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Orr: One Vote Really Does Matter In Many Local Elections

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Voters cast their ballots in suburban Chicago. (credit: Frank Polich/Getty Images)

Voters cast their ballots in suburban Chicago. (credit: Frank Polich/Getty Images)

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CHICAGO (CBS) – If you think your one vote doesn’t matter, just take a look at some of this week’s election results.

WBBM Newsradio’s Regine Schlesinger reports several of races from Tuesday remain undecided, with three or fewer votes separating candidates in a handful of them.

“Every vote counts, absolutely,” said Cook County Clerk David Orr, whose office oversees election proceedings in the suburbs. “You’ve got a race in Lincolnwood village trustee that is a one-vote difference. You’ve got another village trustee in Park Forest that is a one-vote difference. You’ve got a Ward 1 alderman in Countryside, there’s a two-vote difference. A Chicago Ridge for village trustee is three votes apart. And Hodgkins village trustee has one three votes apart.”

Also, in Stickney, the race for village president had a four-vote margin as of Thursday, according to Orr.

In such close races, official results take longer to confirm, because officials must wait for absentee ballots and provisional ballots that could easily swing the results one way or another.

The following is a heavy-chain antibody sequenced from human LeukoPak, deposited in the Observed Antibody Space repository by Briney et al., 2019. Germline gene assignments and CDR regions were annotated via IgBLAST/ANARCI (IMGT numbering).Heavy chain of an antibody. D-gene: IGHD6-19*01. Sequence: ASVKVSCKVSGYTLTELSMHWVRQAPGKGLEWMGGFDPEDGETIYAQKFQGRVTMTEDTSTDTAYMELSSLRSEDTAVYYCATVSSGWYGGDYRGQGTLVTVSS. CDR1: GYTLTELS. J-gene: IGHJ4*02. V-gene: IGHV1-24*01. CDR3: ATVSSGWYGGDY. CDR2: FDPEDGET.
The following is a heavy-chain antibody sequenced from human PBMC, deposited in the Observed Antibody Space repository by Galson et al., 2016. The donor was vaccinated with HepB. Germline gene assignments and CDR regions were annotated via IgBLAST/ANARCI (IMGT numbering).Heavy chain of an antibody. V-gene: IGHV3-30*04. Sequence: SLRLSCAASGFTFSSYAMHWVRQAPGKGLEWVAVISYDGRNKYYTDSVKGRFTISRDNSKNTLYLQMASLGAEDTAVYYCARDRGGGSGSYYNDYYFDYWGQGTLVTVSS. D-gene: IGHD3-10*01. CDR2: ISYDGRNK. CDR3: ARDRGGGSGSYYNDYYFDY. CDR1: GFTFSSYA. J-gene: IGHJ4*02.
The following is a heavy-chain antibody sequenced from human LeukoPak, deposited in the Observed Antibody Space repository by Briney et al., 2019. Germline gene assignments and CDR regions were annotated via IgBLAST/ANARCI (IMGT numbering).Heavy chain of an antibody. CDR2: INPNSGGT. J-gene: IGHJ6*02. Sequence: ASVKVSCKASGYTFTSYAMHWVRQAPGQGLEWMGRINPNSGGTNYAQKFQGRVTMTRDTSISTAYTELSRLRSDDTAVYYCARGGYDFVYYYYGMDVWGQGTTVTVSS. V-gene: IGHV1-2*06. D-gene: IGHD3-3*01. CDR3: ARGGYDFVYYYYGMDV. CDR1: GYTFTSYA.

Orr said the lesson of such close races is that every vote really does count.

“You can imagine how these people are feeling right now, when they talk to their friends or if their friends admit, ‘Oh, I really was going to vote, but I didn’t,’” Orr said. “Of course, they’re probably not going to admit that to one of the candidates now, but it just does show again that an enlightened and aggressive citizenry can make a big difference.”

Ties are not unheard of in local elections, either.

“Just in the last few years. We had a couple ties in the last year where we simply flip a coin,” Orr said. When an election is tied in Illinois, a coin flip is what legally decides the contest.

Orr said in extremely close contests, court fights for recounts have become increasingly rare, because more sophisticated balloting methods have made vote counting so accurate the results are unlikely to change.

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